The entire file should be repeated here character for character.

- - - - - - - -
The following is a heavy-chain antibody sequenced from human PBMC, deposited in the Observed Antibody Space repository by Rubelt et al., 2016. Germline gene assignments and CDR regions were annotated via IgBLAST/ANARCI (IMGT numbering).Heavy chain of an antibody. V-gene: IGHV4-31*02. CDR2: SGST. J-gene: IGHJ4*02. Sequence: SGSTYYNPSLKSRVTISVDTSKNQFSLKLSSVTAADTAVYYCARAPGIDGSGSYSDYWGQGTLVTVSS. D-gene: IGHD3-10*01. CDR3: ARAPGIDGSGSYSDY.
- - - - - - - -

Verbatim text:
The following is a heavy-chain antibody sequenced from human PBMC, deposited in the Observed Antibody Space repository by Rubelt et al., 2016. Germline gene assignments and CDR regions were annotated via IgBLAST/ANARCI (IMGT numbering).Heavy chain of an antibody. V-gene: IGHV4-31*02. CDR2: SGST. J-gene: IGHJ4*02. Sequence: SGSTYYNPSLKSRVTISVDTSKNQFSLKLSSVTAADTAVYYCARAPGIDGSGSYSDYWGQGTLVTVSS. D-gene: IGHD3-10*01. CDR3: ARAPGIDGSGSYSDY.